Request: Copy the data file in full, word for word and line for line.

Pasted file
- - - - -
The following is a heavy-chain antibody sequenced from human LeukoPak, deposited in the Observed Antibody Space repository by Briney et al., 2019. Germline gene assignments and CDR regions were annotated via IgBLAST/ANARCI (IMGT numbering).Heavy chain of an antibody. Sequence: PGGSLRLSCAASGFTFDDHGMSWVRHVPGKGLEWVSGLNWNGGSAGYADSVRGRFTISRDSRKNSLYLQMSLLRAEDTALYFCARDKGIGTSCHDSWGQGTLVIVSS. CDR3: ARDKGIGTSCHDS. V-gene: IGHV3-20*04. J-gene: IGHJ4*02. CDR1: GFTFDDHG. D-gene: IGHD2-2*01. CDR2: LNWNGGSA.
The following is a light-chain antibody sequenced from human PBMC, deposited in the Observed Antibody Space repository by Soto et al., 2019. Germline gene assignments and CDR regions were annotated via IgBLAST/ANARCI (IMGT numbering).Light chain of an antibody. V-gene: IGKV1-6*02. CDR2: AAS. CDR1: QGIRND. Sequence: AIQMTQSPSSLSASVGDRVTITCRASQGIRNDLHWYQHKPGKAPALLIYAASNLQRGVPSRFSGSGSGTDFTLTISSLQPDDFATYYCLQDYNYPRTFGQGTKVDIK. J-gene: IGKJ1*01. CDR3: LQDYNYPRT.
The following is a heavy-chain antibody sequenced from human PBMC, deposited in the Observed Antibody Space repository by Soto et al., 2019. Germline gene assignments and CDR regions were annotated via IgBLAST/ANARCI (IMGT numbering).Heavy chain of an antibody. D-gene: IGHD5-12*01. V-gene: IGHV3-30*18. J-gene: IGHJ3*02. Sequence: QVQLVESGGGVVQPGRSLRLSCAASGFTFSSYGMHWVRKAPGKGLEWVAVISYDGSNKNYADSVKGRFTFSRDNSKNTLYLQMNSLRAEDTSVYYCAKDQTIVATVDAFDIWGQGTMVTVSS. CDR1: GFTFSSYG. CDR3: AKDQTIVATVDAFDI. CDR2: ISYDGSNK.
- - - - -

The following is a heavy-chain antibody sequenced from human LeukoPak, deposited in the Observed Antibody Space repository by Briney et al., 2019. Germline gene assignments and CDR regions were annotated via IgBLAST/ANARCI (IMGT numbering).Heavy chain of an antibody. Sequence: PGGSLRLSCAASGFTFDDHGMSWVRHVPGKGLEWVSGLNWNGGSAGYADSVRGRFTISRDSRKNSLYLQMSLLRAEDTALYFCARDKGIGTSCHDSWGQGTLVIVSS. CDR3: ARDKGIGTSCHDS. V-gene: IGHV3-20*04. J-gene: IGHJ4*02. CDR1: GFTFDDHG. D-gene: IGHD2-2*01. CDR2: LNWNGGSA.
The following is a light-chain antibody sequenced from human PBMC, deposited in the Observed Antibody Space repository by Soto et al., 2019. Germline gene assignments and CDR regions were annotated via IgBLAST/ANARCI (IMGT numbering).Light chain of an antibody. V-gene: IGKV1-6*02. CDR2: AAS. CDR1: QGIRND. Sequence: AIQMTQSPSSLSASVGDRVTITCRASQGIRNDLHWYQHKPGKAPALLIYAASNLQRGVPSRFSGSGSGTDFTLTISSLQPDDFATYYCLQDYNYPRTFGQGTKVDIK. J-gene: IGKJ1*01. CDR3: LQDYNYPRT.
The following is a heavy-chain antibody sequenced from human PBMC, deposited in the Observed Antibody Space repository by Soto et al., 2019. Germline gene assignments and CDR regions were annotated via IgBLAST/ANARCI (IMGT numbering).Heavy chain of an antibody. D-gene: IGHD5-12*01. V-gene: IGHV3-30*18. J-gene: IGHJ3*02. Sequence: QVQLVESGGGVVQPGRSLRLSCAASGFTFSSYGMHWVRKAPGKGLEWVAVISYDGSNKNYADSVKGRFTFSRDNSKNTLYLQMNSLRAEDTSVYYCAKDQTIVATVDAFDIWGQGTMVTVSS. CDR1: GFTFSSYG. CDR3: AKDQTIVATVDAFDI. CDR2: ISYDGSNK.